RIO DE JANEIRO, Oct. 3 (Xinhua) -- Brazil's Central Bank President Alexandre Tombini Thursday downplayed Moody's decision to lower the outlook for Brazil's government bond.
Tombini stressed the fact that Moody's affirmed the country's Baa2 rating and continued to grant Brazil an investment grade.
Moody lowered Brazil's economic outlook from positive to stable, citing deteriorating key credit metrics, especially its government debt-to-GDP ratio and investment-to-GDP ratio, which were weaker than those of other Baa2 government bonds.
In addition, the agency said there was evidence that the quality of government accounts was deteriorating and its economy was undergoing an extended low-growth period, with 2013 GDP growth expected at around 2 percent.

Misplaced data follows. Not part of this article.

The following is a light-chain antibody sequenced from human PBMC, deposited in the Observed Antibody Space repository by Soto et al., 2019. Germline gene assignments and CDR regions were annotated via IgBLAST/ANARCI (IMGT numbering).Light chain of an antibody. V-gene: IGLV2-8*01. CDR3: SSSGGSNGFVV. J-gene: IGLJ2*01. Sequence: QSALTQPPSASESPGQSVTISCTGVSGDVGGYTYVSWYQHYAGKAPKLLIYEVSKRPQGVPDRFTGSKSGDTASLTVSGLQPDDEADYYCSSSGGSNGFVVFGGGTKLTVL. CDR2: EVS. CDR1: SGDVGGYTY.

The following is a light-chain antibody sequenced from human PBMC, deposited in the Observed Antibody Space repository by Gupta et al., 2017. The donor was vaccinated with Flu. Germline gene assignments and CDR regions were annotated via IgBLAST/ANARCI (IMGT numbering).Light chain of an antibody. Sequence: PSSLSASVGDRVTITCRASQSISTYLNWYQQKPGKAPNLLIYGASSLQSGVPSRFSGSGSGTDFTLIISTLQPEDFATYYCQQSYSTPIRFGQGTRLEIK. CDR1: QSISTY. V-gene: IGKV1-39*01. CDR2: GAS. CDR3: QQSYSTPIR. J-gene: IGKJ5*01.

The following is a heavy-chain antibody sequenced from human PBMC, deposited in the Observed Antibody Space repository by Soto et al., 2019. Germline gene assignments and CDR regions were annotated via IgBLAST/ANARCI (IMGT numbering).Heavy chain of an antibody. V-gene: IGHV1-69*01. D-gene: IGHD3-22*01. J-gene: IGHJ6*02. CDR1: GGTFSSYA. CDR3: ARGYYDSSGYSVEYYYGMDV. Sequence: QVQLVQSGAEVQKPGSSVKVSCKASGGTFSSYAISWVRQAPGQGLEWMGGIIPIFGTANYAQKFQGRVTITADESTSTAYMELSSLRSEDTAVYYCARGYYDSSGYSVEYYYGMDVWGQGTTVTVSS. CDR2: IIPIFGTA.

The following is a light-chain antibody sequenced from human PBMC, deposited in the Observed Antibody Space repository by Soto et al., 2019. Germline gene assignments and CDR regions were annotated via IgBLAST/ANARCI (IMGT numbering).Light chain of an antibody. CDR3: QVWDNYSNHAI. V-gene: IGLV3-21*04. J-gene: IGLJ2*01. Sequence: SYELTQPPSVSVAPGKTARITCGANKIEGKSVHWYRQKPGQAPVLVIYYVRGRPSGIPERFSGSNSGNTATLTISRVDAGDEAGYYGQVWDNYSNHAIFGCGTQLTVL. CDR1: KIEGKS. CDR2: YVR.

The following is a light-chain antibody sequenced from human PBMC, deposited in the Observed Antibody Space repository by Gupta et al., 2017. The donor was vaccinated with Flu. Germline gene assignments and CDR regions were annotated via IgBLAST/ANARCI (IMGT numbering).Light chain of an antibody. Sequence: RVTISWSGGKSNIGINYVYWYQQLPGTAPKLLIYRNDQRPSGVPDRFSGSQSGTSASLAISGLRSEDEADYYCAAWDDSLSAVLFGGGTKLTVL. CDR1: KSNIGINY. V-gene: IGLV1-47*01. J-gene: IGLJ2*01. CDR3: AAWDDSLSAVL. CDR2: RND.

Tombini said Brazil's third quarter GDP growth would not be as low as previously expected. The second quarter GDP beat expectations and grew by 1.5 percent from the first quarter.
He added that Brazil's inflation rate was "under control" and slowly decreasing toward the 4.5-percent target set for 2013. The accumulated rate from January to August stood at 3.43 percent.
The central banker said Brazil was ready to deal with any consequences of the potential worldwide fallout of fiscal woes in the United States.